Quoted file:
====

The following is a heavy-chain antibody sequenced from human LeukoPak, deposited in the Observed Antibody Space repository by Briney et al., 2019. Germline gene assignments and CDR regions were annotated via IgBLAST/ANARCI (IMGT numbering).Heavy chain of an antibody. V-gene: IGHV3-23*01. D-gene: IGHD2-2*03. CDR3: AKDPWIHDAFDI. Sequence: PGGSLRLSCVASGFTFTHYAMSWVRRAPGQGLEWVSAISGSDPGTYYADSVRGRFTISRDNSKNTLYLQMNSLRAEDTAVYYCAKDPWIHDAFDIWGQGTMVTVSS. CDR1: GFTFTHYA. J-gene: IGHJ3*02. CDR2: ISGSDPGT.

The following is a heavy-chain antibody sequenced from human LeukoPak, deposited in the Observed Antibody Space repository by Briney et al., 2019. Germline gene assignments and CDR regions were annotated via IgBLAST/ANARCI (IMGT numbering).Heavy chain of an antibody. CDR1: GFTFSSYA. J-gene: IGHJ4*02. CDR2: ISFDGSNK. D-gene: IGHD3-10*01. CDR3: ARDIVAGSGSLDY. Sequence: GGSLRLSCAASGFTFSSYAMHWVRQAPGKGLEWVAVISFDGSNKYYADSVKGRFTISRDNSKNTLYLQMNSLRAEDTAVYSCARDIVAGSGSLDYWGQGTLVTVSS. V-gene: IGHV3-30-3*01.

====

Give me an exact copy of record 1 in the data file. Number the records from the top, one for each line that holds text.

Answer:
The following is a heavy-chain antibody sequenced from human LeukoPak, deposited in the Observed Antibody Space repository by Briney et al., 2019. Germline gene assignments and CDR regions were annotated via IgBLAST/ANARCI (IMGT numbering).Heavy chain of an antibody. V-gene: IGHV3-23*01. D-gene: IGHD2-2*03. CDR3: AKDPWIHDAFDI. Sequence: PGGSLRLSCVASGFTFTHYAMSWVRRAPGQGLEWVSAISGSDPGTYYADSVRGRFTISRDNSKNTLYLQMNSLRAEDTAVYYCAKDPWIHDAFDIWGQGTMVTVSS. CDR1: GFTFTHYA. J-gene: IGHJ3*02. CDR2: ISGSDPGT.